Working with the Emotional Investor: Financial Psychology for Wealth Managers (Praeger, 2016)
Emotions, not logic and reason, are what typically drive investors in making critical investment decisions. So says experienced wealth advisor Chris White, CFA in his new book, Working with the Emotional Advisor: Financial Psychology for Wealth Managers (Praeger 2016).
While popular wisdom suggests that investors make investment choices based on rational thinking, White, who has counseled hundreds of wealthy individuals, couples, and families over the last 25 years, says investing is often an emotional exercise shaped by a person’s earliest life experiences, especially those related to pain and loss. For that reason, White says effectively counseling clients about investing requires that advisors understand not only their clients’ financial goals but also their emotional make-up.
Borrowing from behaviorist theory, neuroscience, and social psychology, White argues persuasively that understanding one’s clients as emotional “systems” is key to pursuing investment strategies in line with an investor’s temperament and risk tolerance.
White’s book is filled with numerous tips, stories, and case studies, based on his extensive experience in the wealth management business. He writes in a style that makes this book easily accessible both to wealth management professionals and to everyday investors in search of a clearer path to wealth.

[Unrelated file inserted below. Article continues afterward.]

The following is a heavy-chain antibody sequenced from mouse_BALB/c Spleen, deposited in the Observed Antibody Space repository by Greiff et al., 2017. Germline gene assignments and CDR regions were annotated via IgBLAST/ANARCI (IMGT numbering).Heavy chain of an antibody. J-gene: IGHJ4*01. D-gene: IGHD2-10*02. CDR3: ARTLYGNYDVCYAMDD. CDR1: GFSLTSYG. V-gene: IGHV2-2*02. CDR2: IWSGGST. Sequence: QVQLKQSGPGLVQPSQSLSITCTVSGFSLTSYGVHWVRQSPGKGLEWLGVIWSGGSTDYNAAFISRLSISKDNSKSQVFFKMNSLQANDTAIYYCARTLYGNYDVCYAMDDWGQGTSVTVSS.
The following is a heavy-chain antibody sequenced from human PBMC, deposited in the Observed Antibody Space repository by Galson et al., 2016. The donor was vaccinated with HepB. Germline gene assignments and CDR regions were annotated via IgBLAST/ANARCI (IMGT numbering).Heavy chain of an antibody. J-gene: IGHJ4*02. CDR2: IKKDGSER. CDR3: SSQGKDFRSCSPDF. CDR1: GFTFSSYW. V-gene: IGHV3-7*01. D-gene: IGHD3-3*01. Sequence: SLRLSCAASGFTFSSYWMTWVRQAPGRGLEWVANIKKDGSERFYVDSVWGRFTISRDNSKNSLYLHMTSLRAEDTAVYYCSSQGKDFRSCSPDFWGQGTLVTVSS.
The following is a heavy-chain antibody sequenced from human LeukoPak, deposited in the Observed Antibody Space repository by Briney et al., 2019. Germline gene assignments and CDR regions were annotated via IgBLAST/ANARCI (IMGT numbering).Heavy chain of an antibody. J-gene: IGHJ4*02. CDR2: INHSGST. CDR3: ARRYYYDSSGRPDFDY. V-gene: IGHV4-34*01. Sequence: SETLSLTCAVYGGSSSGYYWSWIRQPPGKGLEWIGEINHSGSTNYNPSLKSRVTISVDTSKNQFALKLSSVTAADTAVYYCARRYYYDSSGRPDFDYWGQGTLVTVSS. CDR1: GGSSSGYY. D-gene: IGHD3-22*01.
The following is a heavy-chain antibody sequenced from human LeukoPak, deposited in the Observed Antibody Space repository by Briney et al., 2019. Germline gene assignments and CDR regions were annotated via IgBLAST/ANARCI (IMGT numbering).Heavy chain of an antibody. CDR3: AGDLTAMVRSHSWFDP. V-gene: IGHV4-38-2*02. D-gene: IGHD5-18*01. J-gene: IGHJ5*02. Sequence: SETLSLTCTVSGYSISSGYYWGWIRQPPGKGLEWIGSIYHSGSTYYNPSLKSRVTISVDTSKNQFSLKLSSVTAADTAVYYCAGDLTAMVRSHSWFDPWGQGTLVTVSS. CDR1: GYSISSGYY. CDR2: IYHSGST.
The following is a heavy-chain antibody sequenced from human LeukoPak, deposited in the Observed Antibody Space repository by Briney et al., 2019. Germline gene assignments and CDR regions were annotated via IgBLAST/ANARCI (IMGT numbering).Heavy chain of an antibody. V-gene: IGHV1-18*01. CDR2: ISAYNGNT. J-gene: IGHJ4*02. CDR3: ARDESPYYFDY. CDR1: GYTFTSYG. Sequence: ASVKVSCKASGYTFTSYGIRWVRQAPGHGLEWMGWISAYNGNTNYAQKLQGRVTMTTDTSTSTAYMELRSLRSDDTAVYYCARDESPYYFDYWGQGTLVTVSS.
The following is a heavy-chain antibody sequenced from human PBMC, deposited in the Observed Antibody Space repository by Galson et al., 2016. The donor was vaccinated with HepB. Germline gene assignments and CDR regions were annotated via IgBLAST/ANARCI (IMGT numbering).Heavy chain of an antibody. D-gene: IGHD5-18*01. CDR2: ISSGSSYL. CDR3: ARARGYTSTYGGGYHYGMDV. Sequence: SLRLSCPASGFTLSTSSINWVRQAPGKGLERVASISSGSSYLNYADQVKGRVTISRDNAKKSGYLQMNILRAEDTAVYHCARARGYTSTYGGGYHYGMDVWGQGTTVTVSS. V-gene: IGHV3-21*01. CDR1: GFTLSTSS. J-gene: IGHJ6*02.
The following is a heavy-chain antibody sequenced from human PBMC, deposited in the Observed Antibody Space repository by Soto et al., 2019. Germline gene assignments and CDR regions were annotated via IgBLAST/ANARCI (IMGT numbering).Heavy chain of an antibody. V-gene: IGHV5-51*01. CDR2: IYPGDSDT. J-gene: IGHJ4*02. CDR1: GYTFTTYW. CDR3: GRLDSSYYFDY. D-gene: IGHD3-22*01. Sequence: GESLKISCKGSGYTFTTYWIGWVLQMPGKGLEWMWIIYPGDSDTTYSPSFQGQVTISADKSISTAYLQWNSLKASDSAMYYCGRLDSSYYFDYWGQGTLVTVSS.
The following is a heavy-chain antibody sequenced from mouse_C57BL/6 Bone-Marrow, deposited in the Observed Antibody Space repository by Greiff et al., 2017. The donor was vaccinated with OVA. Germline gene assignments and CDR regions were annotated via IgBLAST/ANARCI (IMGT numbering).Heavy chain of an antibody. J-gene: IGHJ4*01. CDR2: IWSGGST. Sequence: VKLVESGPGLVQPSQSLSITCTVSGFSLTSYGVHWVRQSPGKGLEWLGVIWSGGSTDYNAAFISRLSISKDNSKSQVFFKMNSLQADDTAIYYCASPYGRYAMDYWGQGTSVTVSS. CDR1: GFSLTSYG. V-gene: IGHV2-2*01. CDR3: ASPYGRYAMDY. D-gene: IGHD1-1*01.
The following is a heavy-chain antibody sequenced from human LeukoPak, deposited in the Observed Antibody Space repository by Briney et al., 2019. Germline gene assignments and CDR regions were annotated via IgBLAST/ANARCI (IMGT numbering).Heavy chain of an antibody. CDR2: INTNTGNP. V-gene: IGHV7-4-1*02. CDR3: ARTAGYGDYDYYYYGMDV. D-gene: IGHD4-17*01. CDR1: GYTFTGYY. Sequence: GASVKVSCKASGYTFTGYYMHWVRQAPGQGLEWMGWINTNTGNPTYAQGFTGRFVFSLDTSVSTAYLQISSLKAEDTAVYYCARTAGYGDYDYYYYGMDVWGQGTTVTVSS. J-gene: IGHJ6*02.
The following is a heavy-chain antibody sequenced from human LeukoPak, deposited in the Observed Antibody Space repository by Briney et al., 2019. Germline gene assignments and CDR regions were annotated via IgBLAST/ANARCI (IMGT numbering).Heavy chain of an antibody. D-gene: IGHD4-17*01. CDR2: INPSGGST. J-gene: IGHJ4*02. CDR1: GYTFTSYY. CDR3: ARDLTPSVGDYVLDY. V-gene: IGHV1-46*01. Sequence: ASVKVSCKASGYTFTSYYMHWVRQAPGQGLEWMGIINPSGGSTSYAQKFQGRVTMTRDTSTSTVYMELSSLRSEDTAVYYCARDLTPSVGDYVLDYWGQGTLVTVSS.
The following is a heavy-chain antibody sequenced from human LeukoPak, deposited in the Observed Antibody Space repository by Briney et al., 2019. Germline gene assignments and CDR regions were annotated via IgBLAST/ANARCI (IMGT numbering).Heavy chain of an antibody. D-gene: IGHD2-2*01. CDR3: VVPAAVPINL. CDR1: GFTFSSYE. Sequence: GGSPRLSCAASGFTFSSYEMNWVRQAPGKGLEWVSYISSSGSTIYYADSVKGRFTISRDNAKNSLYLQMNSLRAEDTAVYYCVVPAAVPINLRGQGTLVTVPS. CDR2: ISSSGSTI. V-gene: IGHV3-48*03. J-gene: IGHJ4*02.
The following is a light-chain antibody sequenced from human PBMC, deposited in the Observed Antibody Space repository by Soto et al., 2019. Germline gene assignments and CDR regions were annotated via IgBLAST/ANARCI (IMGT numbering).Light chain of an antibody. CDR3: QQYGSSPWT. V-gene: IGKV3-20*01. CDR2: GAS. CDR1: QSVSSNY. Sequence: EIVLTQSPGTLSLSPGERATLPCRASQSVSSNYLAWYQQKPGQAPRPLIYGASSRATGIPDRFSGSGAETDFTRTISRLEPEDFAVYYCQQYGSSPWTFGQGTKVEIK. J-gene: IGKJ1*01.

By reading Working with the Emotional Investor readers will learn:
- Why all investing and risk-taking by clients is emotional – driven by psychological factors such as early experiences of love and traumatic loss, and by powerful, sometimes subtle family dynamics that a child experiences early in his or her life.
- Why every client, based on their unique emotional/psychological make-up, displays a unique personality type in the context of the client-advisor relationship, and why this type can change based on perceived risk and on factors such as market uncertainty and volatility.
- The unique personality types – “Fixers,” “Survivors,” and “Protectors” that emerge when market stakes are high.
- Why advisors need to develop critical social skills and emotional intelligence to “read” their clients accurately, and to adjust their own behavior and style of client engagement accordingly.